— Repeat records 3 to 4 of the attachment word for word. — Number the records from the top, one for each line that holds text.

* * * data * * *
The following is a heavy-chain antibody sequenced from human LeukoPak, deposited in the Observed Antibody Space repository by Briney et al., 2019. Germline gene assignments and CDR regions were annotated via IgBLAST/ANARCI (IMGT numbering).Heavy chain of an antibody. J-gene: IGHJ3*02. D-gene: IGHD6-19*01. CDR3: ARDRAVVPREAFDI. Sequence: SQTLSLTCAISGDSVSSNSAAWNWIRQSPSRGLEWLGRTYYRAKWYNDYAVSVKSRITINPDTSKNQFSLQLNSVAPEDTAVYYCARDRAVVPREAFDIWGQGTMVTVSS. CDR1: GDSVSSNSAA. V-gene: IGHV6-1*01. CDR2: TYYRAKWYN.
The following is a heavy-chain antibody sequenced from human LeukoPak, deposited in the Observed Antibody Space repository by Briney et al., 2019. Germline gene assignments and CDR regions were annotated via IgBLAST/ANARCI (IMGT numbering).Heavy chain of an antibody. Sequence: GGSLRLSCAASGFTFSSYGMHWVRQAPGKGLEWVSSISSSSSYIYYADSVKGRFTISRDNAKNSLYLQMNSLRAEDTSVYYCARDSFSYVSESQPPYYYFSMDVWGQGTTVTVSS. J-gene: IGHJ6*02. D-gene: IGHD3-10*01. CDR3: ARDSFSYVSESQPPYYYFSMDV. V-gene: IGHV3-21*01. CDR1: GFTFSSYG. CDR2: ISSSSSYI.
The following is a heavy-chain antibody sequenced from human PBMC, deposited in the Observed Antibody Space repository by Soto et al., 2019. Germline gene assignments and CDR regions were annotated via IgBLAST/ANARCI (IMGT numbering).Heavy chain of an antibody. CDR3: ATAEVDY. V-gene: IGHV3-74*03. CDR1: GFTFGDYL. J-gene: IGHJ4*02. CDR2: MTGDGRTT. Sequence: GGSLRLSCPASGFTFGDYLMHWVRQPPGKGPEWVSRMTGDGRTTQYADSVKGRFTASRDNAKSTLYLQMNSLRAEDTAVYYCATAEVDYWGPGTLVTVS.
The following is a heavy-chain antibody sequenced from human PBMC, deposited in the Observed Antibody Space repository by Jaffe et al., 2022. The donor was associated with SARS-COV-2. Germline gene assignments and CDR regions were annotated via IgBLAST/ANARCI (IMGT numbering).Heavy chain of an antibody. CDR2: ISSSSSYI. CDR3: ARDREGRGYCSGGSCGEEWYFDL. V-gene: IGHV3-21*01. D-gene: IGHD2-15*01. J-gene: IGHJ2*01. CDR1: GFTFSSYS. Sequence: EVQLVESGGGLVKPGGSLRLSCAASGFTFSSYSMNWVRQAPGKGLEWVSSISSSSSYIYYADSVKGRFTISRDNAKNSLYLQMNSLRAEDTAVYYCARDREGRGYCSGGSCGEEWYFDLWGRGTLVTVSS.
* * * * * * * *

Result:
The following is a heavy-chain antibody sequenced from human PBMC, deposited in the Observed Antibody Space repository by Soto et al., 2019. Germline gene assignments and CDR regions were annotated via IgBLAST/ANARCI (IMGT numbering).Heavy chain of an antibody. CDR3: ATAEVDY. V-gene: IGHV3-74*03. CDR1: GFTFGDYL. J-gene: IGHJ4*02. CDR2: MTGDGRTT. Sequence: GGSLRLSCPASGFTFGDYLMHWVRQPPGKGPEWVSRMTGDGRTTQYADSVKGRFTASRDNAKSTLYLQMNSLRAEDTAVYYCATAEVDYWGPGTLVTVS.
The following is a heavy-chain antibody sequenced from human PBMC, deposited in the Observed Antibody Space repository by Jaffe et al., 2022. The donor was associated with SARS-COV-2. Germline gene assignments and CDR regions were annotated via IgBLAST/ANARCI (IMGT numbering).Heavy chain of an antibody. CDR2: ISSSSSYI. CDR3: ARDREGRGYCSGGSCGEEWYFDL. V-gene: IGHV3-21*01. D-gene: IGHD2-15*01. J-gene: IGHJ2*01. CDR1: GFTFSSYS. Sequence: EVQLVESGGGLVKPGGSLRLSCAASGFTFSSYSMNWVRQAPGKGLEWVSSISSSSSYIYYADSVKGRFTISRDNAKNSLYLQMNSLRAEDTAVYYCARDREGRGYCSGGSCGEEWYFDLWGRGTLVTVSS.